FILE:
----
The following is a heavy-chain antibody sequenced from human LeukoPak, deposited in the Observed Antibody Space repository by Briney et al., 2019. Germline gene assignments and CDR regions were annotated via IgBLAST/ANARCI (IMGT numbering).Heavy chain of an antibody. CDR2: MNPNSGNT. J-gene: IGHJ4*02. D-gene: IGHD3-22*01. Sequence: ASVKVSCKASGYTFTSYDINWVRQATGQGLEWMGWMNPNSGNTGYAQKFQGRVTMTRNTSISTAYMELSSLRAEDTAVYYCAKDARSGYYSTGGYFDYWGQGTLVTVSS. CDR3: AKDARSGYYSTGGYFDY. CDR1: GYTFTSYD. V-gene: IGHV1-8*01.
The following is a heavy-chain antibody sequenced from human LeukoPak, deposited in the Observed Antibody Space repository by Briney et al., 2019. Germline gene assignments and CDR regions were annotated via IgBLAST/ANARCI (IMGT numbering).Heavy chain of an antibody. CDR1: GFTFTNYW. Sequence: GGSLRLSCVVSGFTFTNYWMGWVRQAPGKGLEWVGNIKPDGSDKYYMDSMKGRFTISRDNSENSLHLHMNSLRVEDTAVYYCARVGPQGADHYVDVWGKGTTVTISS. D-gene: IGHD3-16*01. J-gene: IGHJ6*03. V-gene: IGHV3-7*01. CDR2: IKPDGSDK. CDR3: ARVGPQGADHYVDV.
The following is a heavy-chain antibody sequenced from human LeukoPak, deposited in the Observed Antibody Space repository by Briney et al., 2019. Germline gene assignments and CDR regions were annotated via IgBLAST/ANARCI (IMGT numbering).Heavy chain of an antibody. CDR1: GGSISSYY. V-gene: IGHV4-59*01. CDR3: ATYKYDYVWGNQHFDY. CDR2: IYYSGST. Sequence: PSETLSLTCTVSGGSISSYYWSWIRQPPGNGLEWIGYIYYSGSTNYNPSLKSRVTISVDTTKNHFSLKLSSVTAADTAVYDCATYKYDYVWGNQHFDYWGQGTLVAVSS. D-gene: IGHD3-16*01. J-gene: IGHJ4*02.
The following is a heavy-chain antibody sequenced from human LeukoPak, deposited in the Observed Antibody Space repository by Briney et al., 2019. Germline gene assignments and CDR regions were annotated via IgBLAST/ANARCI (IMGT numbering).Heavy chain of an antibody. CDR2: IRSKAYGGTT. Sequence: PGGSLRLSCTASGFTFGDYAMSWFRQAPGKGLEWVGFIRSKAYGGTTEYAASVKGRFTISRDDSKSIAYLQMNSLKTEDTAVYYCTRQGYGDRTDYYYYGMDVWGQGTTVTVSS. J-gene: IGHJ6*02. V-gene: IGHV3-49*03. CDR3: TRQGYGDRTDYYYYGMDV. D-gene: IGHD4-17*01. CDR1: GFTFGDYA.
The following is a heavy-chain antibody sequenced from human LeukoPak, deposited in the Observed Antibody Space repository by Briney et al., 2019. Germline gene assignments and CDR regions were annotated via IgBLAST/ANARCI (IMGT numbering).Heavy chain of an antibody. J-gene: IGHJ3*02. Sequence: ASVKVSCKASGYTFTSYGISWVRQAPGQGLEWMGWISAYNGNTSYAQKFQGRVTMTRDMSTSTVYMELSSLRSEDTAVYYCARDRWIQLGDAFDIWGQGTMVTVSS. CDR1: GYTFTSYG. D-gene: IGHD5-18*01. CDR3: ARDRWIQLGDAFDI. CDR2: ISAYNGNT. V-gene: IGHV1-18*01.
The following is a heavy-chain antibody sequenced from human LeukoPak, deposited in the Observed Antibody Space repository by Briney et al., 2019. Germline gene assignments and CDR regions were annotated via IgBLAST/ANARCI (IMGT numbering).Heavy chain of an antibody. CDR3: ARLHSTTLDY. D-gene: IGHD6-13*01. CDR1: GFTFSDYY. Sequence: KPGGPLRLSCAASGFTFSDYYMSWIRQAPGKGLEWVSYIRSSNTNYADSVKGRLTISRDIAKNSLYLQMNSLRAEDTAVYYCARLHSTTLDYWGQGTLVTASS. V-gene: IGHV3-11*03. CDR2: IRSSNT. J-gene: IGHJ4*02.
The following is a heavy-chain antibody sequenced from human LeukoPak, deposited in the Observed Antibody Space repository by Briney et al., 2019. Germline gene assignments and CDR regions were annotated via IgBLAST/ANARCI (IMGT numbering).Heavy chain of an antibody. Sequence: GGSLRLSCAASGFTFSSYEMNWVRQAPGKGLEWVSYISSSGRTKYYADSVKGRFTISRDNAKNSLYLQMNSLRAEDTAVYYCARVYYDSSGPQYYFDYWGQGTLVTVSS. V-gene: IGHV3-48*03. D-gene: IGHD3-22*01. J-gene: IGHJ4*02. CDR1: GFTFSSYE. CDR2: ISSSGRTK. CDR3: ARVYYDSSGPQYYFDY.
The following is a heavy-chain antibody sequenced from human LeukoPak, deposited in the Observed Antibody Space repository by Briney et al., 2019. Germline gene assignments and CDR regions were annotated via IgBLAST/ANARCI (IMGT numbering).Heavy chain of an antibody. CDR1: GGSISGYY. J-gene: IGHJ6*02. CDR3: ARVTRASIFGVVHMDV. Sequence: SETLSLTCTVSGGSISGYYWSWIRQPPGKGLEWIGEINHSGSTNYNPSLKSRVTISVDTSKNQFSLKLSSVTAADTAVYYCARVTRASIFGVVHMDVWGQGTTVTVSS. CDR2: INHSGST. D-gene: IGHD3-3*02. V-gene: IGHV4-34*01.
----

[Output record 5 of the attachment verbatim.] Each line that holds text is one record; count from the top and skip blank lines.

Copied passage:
The following is a heavy-chain antibody sequenced from human LeukoPak, deposited in the Observed Antibody Space repository by Briney et al., 2019. Germline gene assignments and CDR regions were annotated via IgBLAST/ANARCI (IMGT numbering).Heavy chain of an antibody. J-gene: IGHJ3*02. Sequence: ASVKVSCKASGYTFTSYGISWVRQAPGQGLEWMGWISAYNGNTSYAQKFQGRVTMTRDMSTSTVYMELSSLRSEDTAVYYCARDRWIQLGDAFDIWGQGTMVTVSS. CDR1: GYTFTSYG. D-gene: IGHD5-18*01. CDR3: ARDRWIQLGDAFDI. CDR2: ISAYNGNT. V-gene: IGHV1-18*01.